How can I learn to appreciate and be happy? I suffer from mental illness – I have been diagnosed with OCD and depressive episodes and overly just anxious. Although I have these obstacles it really is my negativity that is getting in the way and I can’t get out of negative town. I have my health and at least some of my mind but I’m miserbale. When I didn’t have a job – I prayed for a job and now that I have a job I complain about the job. When I didn’t have a man – I got a man. And then I was not happy with that man. When I had money I was unhappy waiting the money – now I am struggling financially and I have no money
It feels my life is a serious of worry events and thinking and worrying about what people think of me with just being miserable and never in the moment I honestly seem to attract this also with people – the friends I have are negative – my coworkers are negative —and suprise I’m unhappy and negative Has anyone broken this cycle – if so through what ?I always plan in the future – if I have this – if I buy this – if I leave this – it will get better and it never does I’m am so negative it’s disguisting – my ill sister in the hospital bed is more calm and more appreciative than I am Any insight would help
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A female reader, Honeypie + ♥, writes (17 November 2018):
I am diagnosed with OCD and anxiety as well, so I know how living with that head-space is like.I did get help, CBT ( Cognitive behavioral therapy) and it did help giving me the tools to deal with these issues on a daily basis. Does it mean all is fine and dandy all the time? No. But I do think I have more control over the OCD than vice verse.The anxiety can be crippling on some days. Again, I am getting much better at dealing with that too.So maybe try CBT could be an option for you (and I would suggest finding a therapist who SPECIALIZE in OCD/Anxiety). And I would suggest you find things that you ENJOY. You don’t have to be great at them but learn to enjoy the process. yoga is something I have done for over 25 years, I do it daily, sometimes 30 minutes, sometimes an hour. It gives me such calm and peace. Even if my poses are sucky that day, or I’m not in a great mood.So exercise is another good thing to add to your life on a daily basis.The negativity… That one is really hard. My mom (who also suffered from OCD/panic attacks) were the MOST positive person I know. She taught me that if you TRY hard enough you can ALWAYS find a silver lining. So I do. And it does help lessen the negative thoughts. Plus the whole elastic band around your wrist thing can be very useful as well. You simply SNAP the band every time you go down the paths of negative thoughts. Seriously. My wrists were full of little bruises for a while but it was effective in snapping me out of the gloom and doom. Now I do it with “mental powers” and no longer need to snap the band.Where there is a will, there IS a way.Look at your sister and try and emulate her. Sometimes just “faking” being positive puts you in a positive mood or mind set. It takes time, effort and accepting that you will not be Miss Sunshine overnight.Also, SET some reachable POSITIVE goals. For instance smile and be nice to people around work. EVERY days. When I have days where I DO NOT want to interact with anyone I MAKE myself do it anyways. And NOT be negative when I do so. And you will GET back POSITIVE feedback and interactions, which also can help the mood.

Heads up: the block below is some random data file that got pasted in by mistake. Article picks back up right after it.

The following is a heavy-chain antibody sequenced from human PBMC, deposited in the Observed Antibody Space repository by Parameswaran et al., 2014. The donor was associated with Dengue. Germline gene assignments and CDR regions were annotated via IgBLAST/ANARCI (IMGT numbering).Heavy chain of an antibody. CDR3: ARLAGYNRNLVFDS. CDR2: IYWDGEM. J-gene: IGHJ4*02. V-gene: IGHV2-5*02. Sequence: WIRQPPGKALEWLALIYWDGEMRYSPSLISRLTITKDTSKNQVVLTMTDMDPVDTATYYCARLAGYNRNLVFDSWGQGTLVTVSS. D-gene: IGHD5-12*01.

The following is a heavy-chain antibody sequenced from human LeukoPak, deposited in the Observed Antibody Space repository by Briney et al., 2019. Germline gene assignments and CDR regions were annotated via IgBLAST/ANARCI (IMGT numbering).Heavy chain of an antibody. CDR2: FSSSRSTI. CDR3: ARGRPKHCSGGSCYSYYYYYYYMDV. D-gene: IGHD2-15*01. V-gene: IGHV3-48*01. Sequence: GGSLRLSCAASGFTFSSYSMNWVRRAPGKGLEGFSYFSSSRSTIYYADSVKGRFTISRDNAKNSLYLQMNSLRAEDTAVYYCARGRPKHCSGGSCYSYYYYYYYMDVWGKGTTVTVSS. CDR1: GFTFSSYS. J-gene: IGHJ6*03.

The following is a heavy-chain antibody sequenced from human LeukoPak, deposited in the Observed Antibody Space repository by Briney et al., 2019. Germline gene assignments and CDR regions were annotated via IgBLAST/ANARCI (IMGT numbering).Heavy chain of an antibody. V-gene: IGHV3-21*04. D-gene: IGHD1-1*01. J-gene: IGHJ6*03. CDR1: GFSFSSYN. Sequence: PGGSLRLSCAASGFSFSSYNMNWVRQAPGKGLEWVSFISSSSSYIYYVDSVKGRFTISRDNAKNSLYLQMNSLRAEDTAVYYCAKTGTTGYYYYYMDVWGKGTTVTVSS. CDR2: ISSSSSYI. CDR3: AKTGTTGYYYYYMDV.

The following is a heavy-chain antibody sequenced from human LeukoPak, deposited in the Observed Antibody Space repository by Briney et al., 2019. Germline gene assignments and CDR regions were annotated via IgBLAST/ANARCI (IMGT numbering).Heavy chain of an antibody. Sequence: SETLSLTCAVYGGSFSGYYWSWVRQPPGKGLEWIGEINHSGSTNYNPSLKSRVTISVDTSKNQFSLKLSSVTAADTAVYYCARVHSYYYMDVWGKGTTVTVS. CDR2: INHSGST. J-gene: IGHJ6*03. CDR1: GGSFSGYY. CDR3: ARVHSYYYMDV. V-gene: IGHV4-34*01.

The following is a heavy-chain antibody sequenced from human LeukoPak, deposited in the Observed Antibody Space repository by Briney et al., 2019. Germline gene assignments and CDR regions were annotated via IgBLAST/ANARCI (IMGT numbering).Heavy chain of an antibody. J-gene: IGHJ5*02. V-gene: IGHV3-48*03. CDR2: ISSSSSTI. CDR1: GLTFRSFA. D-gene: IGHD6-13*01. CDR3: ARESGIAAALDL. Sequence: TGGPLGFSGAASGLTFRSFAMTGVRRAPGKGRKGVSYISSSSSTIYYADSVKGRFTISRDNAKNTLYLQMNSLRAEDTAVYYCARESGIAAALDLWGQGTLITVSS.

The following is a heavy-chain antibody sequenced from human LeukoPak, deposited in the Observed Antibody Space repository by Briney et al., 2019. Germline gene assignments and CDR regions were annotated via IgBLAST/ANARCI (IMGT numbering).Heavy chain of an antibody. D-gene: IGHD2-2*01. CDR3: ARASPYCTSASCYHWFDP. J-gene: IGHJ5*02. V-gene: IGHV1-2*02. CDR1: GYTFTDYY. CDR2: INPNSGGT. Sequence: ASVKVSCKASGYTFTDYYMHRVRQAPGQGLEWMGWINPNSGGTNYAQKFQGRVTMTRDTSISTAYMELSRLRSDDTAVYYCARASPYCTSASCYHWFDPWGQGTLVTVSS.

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A male reader, WiseOwlE + ♥, writes (17 November 2018):
If you prayed and got a man, wouldn’t it seem feasible you should ask for patience with yourself? You suffer mental-disability; and you can’t feel thankful or comfortable when fortune finds you. It’s the fear of loss and the inability to foresee the future. You’ve suffered some losses or mishaps in your life; and your mental-disorder amplifies the impact it has on you, so you become overcome with dread.I’ll let others provide the secular brand of advice; but I will suggest that you go to your source of religious leadership. Worship and prayer is also a good resource for comfort, peace, and spiritual-enlightenment. Your priest, imam, rabbi, or minister can privately consult with you to give you advice, counseling, and scriptural references to read and meditate on. If you’ve been with the same therapist for years, but see little difference in your mental-health, or current therapies seem ineffective; do your homework and seek a new one. Contact the Psychology Department at your local university; and speak to the head of the department. Ask if they can recommend a counselor or therapist with good credentials; who specializes in your particular mental-disorders. They would know many local professionals who are familiar with the latest treatments and research; who may offer you better treatment. You suffer from mental-disability; and you have to be patient with your own limitations. You have to take life a day at a time. You’re cognizant of the symptoms that adversely-affect your peace of mind or quality of life. Seeking your faith, and the latest mental-health treatments combined will offer you more hope, and better health. You are eager to change, but you have to know it will take time, patience, and determination. You cause more harm to yourself when you allow frustration or impatience to overcome you. Don’t hurt yourself, help yourself by forgiving yourself for those things caused by your illness. You can improve your quality of life, and you will overcome many things that ails you. Just concentrate on getting better, and set your energies on doing so. One thing people of faith shouldn’t run out of, and that is hope! Be grateful for all that you have, no matter how much that little voice in your head tells you not to. It may not stop, but don’t stop resisting it when it says to do otherwise.
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